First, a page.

2011 Whorestory
Whorestory is a debut novel that breaks genre boundaries. It hovers between conventional fiction, pornography and chick lit, and is unashamedly over the top in every respect. It raises the middle finger on behalf of all those who have been treated unjustly because of their gender, sexual orientation or social status. First and foremost, the book is a description of how woman was created.

Whorestory consists of many overlapping fragments in a story. The main characters in the story are humans, Milla and Kalla. In addition, the book features a variety of gods and goddesses from antiquity, of which Aphrodite has been given a prominent role. The story starts with Aphrodite seducing a handsome young Adonis at a bar and falling in love with him. Unfortunately Aphrodite’s other lover, the god of war Ares, does not approve of Adonis, and kills him. Whilst looking for Adonis in the land of the departed, Aphrodite gets lost, and instead of finding hell she ends up in Helsinki. This is where she meets Kalla and Milla.

Milla is a young woman who decides to discontinue her failing studies and look for a job instead. She is offered a job of cleaning and gutting fish. She is also discovers a company that offers her up to two hundred euros per hour working as a prostitute. Milla realises that, by becoming a prostitute, she can make a lot of money in a relatively easy way.

Milla’s neighbour is a waitress named Kalla. Kalla is followed from a restaurant by a man who rapes her. When Kalla later sees the man again, he convinces her that he is a really nice guy, and asks for another opportunity to prove it. Kalla believes him, but the man ends up raping her again. Kalla kills the man, but cosmic justice further punishes him: the man is reassembled, brought back to life, and given to Kalla as her husband. When Kalla loses her job at the restaurant, she also becomes a sex worker, at the recommendation of her friend Milla. Kalla considers selling sex humiliating, so she looks for work elsewhere, and ends up as a cleaner. Unfortunately cleaning is, if possible, even more humiliating than prostitution is, and it proves to be Kalla’s undoing.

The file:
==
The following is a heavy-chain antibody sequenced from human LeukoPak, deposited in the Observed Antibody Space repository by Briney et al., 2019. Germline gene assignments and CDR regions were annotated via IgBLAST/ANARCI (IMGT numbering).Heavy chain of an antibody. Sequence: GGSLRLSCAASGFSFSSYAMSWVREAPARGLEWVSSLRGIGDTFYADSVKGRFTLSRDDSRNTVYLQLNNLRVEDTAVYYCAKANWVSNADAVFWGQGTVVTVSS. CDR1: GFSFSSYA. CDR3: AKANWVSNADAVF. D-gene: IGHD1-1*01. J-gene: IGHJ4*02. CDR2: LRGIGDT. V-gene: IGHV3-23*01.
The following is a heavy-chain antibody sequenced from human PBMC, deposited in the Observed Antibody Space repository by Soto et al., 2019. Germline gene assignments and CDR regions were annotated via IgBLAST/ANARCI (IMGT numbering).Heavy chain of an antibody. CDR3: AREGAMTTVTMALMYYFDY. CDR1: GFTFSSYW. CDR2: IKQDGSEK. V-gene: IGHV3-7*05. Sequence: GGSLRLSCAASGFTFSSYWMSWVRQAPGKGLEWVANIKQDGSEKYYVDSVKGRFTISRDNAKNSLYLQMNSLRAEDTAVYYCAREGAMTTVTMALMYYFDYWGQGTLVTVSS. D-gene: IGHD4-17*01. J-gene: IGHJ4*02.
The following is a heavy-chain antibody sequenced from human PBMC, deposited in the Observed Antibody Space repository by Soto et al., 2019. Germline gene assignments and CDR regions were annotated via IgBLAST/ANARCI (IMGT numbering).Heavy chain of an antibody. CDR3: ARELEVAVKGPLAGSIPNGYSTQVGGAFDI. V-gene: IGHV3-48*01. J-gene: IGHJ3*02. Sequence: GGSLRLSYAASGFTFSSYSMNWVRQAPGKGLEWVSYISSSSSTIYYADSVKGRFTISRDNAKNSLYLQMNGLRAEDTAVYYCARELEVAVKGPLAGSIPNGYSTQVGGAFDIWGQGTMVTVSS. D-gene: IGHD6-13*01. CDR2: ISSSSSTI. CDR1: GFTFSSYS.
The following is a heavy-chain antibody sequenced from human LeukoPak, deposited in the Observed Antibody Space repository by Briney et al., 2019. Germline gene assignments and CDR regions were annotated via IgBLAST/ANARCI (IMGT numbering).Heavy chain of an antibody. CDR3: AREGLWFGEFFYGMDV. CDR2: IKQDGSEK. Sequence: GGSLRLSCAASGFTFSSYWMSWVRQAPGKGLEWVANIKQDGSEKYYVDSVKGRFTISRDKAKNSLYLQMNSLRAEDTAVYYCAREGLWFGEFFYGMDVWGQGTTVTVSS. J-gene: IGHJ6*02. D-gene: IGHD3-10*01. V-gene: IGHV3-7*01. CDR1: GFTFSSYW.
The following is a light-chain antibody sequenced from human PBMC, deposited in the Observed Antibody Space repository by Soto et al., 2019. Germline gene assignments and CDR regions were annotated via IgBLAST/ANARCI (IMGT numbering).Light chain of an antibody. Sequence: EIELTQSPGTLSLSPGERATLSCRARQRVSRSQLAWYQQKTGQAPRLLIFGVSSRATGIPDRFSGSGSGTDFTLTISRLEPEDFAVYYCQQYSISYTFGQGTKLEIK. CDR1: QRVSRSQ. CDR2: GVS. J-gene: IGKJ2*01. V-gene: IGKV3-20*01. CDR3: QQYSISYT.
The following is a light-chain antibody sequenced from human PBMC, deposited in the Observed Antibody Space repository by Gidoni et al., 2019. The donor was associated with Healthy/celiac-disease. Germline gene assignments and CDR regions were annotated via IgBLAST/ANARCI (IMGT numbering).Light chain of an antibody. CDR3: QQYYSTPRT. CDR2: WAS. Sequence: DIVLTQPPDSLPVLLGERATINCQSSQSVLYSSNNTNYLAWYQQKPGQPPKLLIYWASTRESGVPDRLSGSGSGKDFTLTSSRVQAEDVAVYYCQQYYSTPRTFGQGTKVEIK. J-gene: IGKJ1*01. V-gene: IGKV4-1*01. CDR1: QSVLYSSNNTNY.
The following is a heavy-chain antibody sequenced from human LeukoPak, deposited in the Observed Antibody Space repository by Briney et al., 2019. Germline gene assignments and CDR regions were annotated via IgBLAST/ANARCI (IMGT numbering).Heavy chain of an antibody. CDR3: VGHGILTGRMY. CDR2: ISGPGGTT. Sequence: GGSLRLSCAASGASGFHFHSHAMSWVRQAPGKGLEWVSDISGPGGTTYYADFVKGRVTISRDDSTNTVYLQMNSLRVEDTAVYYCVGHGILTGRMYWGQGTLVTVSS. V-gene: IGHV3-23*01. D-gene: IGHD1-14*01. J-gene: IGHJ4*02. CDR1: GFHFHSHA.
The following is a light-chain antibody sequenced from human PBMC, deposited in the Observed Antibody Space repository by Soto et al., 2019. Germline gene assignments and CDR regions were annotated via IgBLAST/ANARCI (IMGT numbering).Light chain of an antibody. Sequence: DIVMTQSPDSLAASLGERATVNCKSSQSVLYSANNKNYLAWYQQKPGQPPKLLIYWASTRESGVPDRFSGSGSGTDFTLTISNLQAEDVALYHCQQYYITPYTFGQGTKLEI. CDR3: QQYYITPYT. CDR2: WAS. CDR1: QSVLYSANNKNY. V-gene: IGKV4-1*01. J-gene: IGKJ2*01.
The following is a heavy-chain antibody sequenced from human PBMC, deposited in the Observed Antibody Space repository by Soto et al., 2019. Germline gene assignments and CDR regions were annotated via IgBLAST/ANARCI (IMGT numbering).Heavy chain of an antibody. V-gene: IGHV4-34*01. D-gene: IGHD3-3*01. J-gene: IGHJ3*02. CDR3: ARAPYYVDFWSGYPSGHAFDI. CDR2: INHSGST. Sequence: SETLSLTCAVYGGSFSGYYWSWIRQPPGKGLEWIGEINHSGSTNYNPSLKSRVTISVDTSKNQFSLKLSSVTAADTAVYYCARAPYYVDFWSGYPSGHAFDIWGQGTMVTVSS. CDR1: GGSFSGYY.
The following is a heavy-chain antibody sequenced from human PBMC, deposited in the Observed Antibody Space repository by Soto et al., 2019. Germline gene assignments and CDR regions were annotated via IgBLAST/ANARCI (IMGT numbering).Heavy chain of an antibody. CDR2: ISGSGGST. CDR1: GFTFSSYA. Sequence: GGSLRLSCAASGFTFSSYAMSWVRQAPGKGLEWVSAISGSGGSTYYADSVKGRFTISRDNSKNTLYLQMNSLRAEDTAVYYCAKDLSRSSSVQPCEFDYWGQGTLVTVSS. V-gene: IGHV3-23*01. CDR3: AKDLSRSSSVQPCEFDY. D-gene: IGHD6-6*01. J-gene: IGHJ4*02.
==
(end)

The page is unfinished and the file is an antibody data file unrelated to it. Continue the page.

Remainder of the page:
Whorestory describes violence against women, but also likens violence perpetrated by men to breeches of animal rights. Despite the weighty subject matter, the novel's text is light to read: the author combines everyday realism, Greek mythology and fantasy to create a merry mix. The novel is strongly polemic, but it challenges the reader to think. Whorestory would not be a fantasy story, were it not for the happy ending.


Whorestory is a really clever book. Or fairytale. A clever feminist fairytale, perhaps I should add. Whorestory attacks with gusto against the world’s misogynism, but makes fun of it at the same time, masking the scenes into unfinished, amusing jokes. This approach, if anything, is clever: the jokers cannot be belittled or nullified - they have done it themselves already." Turun Sanomat

”This book speaks for those who cannot speak for themselves. Whorestory is a novel that I would like to recommend to every passer-by, not because it deals with a heavy subject, but because it happens to be exceptionally amusing.” Aamulehti

”Gustafsson writes fluent and dynamic story that contains a lot of word play and inter-textual punning. Despite the weighty content, the author does not overdo crudeness. The most horrifying things in the book are their reality, they occur every single day.” Kiiltomato

Whorestory is an interesting mixture of elements: It is educational and funny, but also tragic. The message can be lifted straight from the novel: 'The fight for women's rights is our common fight. We have the duty to fight for our sisters and to oppose oppressions.'" Helsingin Sanomat

Rights sold:
Finland, Into
Germany, Heyne HC
France, Grasset & Fasquelle